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Illustration of the recently rediscovered World War Two bunker as it may have looked after a patrol, with men relaxing and eating rations
The entrance to a secret underground bunker was recently discovered during tree felling operations in the Scottish Borders. Built during WWII, the bunker would have served as the base of operation for an Auxiliary Unit. The Home Guard were tasked with defending the UK in the event of an invasion, and are better known than the Auxiliaries thanks to the popular comedy ‘Dad's Army’.
The Auxiliary Units were more secretive, and arguably a lot more deadly. They would have worn the same uniforms, but would have operated under different orders. This incredible archaeological discovery could shed new light on one of the Second World War's most closely guarded secrets: the units known as 'Churchill's secret army'.

Illustration: The Craigielands Auxiliary Unit Operations Base as it may have looked in WW2. © FLS / Alan Braby. 

An elite, secret fighting force

These specially trained teams were made up of local estate workers—people who knew the land, like gamekeepers, foresters and even poachers.
Although the Auxiliaries were Home Guard volunteers and wore Home Guard uniforms, they were not expected to participate in conventional defence in the event of the country being invaded. They were tasked with disrupting the enemy with violent sabotage operations in the event that the local Home Guard defence had been defeated.
The Auxiliary Units were not envisaged as a resistance force against long-term occupation, and their service was expected to be highly dangerous. Sometimes known as ‘scallywags’, Auxiliaries had a projected life expectancy of just twelve days, with orders to fight to the death. When the Auxiliary Units were stood down, many joined the SAS and other special forces for D-Day and served with distinction.

Hidden in the hills and valleys

Auxiliary Unit Operations Bunkers (AUOB) of this type are only rediscovered very infrequently, as their precise locations were kept very secret. Most have since been buried and lost. The entrance to our bunker was found by Kit Rodger, a Survey Technician from South Region, and his colleague Kenny Bogle while checking for heritage and environment features prior to tree felling works.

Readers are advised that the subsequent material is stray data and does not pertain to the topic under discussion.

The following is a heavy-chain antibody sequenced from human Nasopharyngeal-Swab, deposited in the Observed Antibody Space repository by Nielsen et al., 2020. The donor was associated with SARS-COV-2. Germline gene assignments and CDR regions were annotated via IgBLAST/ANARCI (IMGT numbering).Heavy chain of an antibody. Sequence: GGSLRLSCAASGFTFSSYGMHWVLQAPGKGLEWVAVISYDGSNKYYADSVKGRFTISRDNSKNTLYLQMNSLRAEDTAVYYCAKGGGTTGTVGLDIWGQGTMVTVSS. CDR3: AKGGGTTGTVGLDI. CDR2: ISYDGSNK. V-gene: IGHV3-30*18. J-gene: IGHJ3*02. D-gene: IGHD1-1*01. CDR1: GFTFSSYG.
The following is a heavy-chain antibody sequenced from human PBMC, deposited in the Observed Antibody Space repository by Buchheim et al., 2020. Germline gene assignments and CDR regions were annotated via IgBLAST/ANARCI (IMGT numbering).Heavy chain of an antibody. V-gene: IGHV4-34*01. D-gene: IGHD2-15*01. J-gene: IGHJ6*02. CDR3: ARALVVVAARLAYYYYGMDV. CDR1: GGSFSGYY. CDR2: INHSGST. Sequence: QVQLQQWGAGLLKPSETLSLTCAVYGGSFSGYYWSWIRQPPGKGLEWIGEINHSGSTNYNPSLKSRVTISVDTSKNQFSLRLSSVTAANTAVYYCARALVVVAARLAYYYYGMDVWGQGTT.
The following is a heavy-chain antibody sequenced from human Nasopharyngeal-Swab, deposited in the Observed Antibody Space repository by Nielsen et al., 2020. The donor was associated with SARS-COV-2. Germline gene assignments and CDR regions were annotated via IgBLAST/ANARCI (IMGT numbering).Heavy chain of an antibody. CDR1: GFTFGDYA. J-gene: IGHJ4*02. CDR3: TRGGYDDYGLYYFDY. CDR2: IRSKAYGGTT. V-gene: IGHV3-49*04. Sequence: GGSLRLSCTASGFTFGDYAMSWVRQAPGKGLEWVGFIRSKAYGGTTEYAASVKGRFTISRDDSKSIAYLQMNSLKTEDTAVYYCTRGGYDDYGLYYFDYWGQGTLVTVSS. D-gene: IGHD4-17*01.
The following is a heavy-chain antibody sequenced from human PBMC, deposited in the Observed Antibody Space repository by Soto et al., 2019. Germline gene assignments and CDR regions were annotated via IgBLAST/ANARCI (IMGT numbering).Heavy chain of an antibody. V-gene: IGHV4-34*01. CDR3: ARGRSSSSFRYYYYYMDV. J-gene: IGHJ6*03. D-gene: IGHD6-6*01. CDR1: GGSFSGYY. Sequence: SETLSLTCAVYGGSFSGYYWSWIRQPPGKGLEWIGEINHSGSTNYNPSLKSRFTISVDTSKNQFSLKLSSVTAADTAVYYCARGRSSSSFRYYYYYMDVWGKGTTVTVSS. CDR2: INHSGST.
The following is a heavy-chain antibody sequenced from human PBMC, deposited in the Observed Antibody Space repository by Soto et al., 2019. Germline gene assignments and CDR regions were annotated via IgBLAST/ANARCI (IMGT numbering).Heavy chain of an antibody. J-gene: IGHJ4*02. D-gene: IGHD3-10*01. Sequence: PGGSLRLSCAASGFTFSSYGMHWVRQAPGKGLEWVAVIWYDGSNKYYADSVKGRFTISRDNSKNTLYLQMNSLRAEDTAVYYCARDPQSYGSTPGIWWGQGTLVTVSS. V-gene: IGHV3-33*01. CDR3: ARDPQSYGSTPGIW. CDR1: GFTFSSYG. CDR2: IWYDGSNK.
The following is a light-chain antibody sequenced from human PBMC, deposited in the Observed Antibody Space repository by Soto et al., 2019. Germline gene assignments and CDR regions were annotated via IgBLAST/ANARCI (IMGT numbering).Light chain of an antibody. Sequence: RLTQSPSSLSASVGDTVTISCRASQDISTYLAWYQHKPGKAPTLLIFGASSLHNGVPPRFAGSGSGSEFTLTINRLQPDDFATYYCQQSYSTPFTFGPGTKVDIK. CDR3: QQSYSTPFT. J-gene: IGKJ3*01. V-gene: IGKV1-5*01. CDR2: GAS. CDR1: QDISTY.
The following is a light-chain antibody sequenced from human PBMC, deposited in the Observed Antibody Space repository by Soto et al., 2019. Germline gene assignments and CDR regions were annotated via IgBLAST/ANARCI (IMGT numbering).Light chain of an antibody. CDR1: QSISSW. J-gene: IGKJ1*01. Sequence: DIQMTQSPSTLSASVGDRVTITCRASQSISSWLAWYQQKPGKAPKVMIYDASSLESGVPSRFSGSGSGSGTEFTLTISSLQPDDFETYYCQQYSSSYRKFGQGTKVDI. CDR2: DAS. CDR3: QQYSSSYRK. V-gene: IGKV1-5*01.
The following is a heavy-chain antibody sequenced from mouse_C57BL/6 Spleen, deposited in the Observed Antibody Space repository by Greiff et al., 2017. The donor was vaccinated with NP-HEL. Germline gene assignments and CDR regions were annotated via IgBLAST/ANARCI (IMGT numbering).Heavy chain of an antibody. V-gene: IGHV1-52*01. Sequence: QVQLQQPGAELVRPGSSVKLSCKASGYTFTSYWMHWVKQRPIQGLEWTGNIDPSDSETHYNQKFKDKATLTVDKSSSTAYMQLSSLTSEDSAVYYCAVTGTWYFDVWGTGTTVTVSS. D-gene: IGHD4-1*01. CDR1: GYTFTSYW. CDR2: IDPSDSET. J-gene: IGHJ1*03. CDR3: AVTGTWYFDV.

Kit describes looking for the site: “The bunker was missing from our records, but as a child we used to play in these woods and visit the bunker, so I knew it was there. With only vague memories of more than forty years ago, Kenny and I searched through head-high bracken until we stumbled on a shallow trench which led to the bunker door. Only a small opening remained, but we could just make out the blast wall in the darkness beyond.”
“The Auxiliary Unit who used the bunker numbered seven men, armed with revolvers, Sten guns, Thompson submachine guns and a sniper’s rifle,” says Matt Ritchie, FLS Archaeologist. “They also had stores of a plastic explosive known as ‘Nobel 808’ – particularly suitable for demolition – alongside pencil detonators and pressure switches. Our reconstruction drawing (above) shows the Scallywags just back from a training patrol.”
We could just make out the blast wall in the darkness beyond...” - Kit Rodger of FLS, who discovered the bunker
The recently-discovered bunker was built to a standard design. It was accessed via a hatch at the end of a narrow passage. A second escape hatch was reached at the end of a ladder leading from the other end of the bunker.
The bunker shown in a computer reconstruction, from a side elevation
The main bunker space was formed by an arch of riveted corrugated iron sheets over a cement floor. This chamber only measured 7m in length by 3m in width – but it contained bunk beds, a table and cooking stove, and all of the equipment and supplies that the team needed to hand.
The ends of the bunker are built of brick with poured cement roof caps. Both ends had a ‘blast wall’ forming a division from the main bunker space and the access hatches, designed to offer protection against grenades. At each end of the structure there is a small ventilation pipe. Little evidence of the internal furnishings survives, although broken timbers on the floor may be the remains of the original timber bed frames.

Looking after historical sites

Craigieland's Auxiliary Unit Bunker
AOC Archaeology 2019 SECTION 
The bunker was recorded and laser scanned by AOC Archaeology on behalf of Forestry and Land Scotland to produce the computer models shown in this article, and research into the discovery continues. 
Unfortunately, due to the rarity and importance of this site, it is not open to the public, so you can't pay it a visit. The subterranean location makes it a tempting spot for roosting bats, so FLS installed bat boxes and secured the site. As more information emerges from this historic site, we'll keep you posted! 

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